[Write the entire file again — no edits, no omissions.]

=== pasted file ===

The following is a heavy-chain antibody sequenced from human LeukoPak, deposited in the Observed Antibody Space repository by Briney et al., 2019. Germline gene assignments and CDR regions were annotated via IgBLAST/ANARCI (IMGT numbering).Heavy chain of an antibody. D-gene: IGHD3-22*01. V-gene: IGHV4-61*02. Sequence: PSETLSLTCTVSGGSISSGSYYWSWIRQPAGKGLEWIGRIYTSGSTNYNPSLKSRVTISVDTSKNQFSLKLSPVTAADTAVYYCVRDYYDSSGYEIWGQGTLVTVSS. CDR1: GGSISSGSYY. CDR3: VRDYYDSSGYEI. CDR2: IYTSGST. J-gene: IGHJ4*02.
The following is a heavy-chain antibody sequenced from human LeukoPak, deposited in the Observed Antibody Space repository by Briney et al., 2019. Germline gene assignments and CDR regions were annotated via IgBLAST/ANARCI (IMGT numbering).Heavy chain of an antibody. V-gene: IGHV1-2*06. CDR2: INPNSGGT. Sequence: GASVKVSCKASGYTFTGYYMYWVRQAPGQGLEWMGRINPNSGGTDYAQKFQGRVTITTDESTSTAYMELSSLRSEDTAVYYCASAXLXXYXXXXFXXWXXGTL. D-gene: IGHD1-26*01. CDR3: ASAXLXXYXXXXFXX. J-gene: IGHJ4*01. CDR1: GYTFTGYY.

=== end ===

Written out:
The following is a heavy-chain antibody sequenced from human LeukoPak, deposited in the Observed Antibody Space repository by Briney et al., 2019. Germline gene assignments and CDR regions were annotated via IgBLAST/ANARCI (IMGT numbering).Heavy chain of an antibody. D-gene: IGHD3-22*01. V-gene: IGHV4-61*02. Sequence: PSETLSLTCTVSGGSISSGSYYWSWIRQPAGKGLEWIGRIYTSGSTNYNPSLKSRVTISVDTSKNQFSLKLSPVTAADTAVYYCVRDYYDSSGYEIWGQGTLVTVSS. CDR1: GGSISSGSYY. CDR3: VRDYYDSSGYEI. CDR2: IYTSGST. J-gene: IGHJ4*02.
The following is a heavy-chain antibody sequenced from human LeukoPak, deposited in the Observed Antibody Space repository by Briney et al., 2019. Germline gene assignments and CDR regions were annotated via IgBLAST/ANARCI (IMGT numbering).Heavy chain of an antibody. V-gene: IGHV1-2*06. CDR2: INPNSGGT. Sequence: GASVKVSCKASGYTFTGYYMYWVRQAPGQGLEWMGRINPNSGGTDYAQKFQGRVTITTDESTSTAYMELSSLRSEDTAVYYCASAXLXXYXXXXFXXWXXGTL. D-gene: IGHD1-26*01. CDR3: ASAXLXXYXXXXFXX. J-gene: IGHJ4*01. CDR1: GYTFTGYY.